Some people’s pet peeve is loud chewing; others hate the Oxford comma. Here’s mine: thumb drives.
First of all, can we choose one name for these things? They’re also referred to as “flash drives,” “jump drives,” and “USB drives,” plus a few other names. Let’s choose one!
Secondly and more importantly, for years whenever I’ve seen someone walking around the office with a thumb drive, I’ve gotten nervous. What data is on that thumb drive? Why is the data being transmitted this way? Who is getting access to that data?
Of course these days, many fewer of us are walking around the office (stay safe everyone!) and with so many people working remotely, the thumb drive is being used less often. Now, we have to share data differently, so it’s a good time to consider better ways that we can share data: ways that protect security and privacy while allowing the organization to better understand what data is critical to its operations.
So what’s wrong with thumb drives? Well here are a few things that come to mind:
- They leave no record of the sharing. If I email you a file, there’s a record of that. If I download it from a server, there may be a log. Such evidence is useful both for accountability and for understanding which datasets are of most interest to other users (so that we can prioritize those datasets for data quality improvement).
- They offer no opportunity to enforce rules about privacy. There’s nothing to stop me copying and sharing the source file with all of the individual-level identifiable data.
- They are asking for trouble with version control. If I give you an export for your analysis, but then I later update the source, we’re going to have problems making our numbers reconcile.
- They don’t come with an instruction manual. Most likely, the person sharing will give a brief verbal explanation. Will this be clear? Will the person receiving remember the details? Maybe not!
Before we go much further, let’s just consider: are email attachments better? Not much. There’s a record of the sharing, but there are still issues with privacy and version control. It’s also a pain to go back and find the right email message with the right attachment. Is it the one I sent you three months ago with attachment named quarterlyReport(1).csv or the one I sent two days later with attachment named quarterlyPull_FINAL.csv? Who knows!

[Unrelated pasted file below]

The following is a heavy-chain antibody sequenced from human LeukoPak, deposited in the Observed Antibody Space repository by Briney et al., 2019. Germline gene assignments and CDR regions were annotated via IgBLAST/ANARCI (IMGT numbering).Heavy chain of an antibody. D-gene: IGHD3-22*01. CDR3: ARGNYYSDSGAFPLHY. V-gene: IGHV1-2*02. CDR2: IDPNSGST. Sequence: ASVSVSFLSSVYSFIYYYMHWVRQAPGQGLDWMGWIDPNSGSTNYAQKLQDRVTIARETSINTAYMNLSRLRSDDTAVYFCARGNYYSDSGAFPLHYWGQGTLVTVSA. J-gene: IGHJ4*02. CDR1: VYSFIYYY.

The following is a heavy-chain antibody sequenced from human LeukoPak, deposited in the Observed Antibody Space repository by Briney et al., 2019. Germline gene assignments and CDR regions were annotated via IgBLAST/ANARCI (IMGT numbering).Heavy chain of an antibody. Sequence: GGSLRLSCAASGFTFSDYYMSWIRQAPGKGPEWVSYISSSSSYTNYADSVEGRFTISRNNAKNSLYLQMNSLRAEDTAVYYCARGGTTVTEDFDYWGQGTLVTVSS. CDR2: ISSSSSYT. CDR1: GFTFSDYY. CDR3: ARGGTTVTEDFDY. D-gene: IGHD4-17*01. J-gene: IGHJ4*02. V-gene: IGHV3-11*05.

So sharing using thumb drives is a problem. Why do we do it? (And I will 100 percent fess up that I have done it.)
- People want to share data. . . This is actually a good thing! One person is asking for data that they need in order to do their work, and they’ve found the right person with the right data. This is kind of a win!
- . . .but there’s not a better way to share. It makes far more sense to share a dataset within the system of record instead of exporting it, copying it to a thumb drive, and walking it to your office, only to find that you needed a .CSV instead of an .XLS. . . but the ideal is not always an option.
- There’s a lack of clarity about policies for data access and sharing. Maybe someone asked me to share data and I’m not completely sure whether it’s OK, but I want to be helpful. If there’s not a clear policy that tells me what to do, I might decide to share, but under the table.
So, what can we do about this? Ideally, this is something to address with your data governance group. Developing a policy for internal data sharing is a classic example of what governance can do.
- Investigate platform options: Whether it’s network drives or databases, consider what tools are available to control user access by role. Make sure your chosen tools include metadata so that users better understand what they’re working with.
- Draft a policy that includes:
- Directions on how to ask for data
- Criteria for evaluating requests received
- Options for sharing in a responsible way
- Details on access restrictions, as appropriate
- Rules for aggregation and de-identification to protect privacy
- A means for logging requests and a routine for analyzing them
- Consult your data inventory: This helps us to systematically apply these rules, and serves as a reference on the privacy requirements of each dataset.
If we do this effectively, we stand to gain a lot. We can foster collaboration among staff while avoiding issues with privacy and version control. We can prompt people to develop data dictionaries and documentation, ideally in concert with consistent data standards. We can establish an environment where people find and use data not based on informal connections, but on agreed-upon rules. Colleagues will share data with confidence, knowing that they’re doing the right thing. And the thumb drive can join the floppy disk in the museum of outdated technology.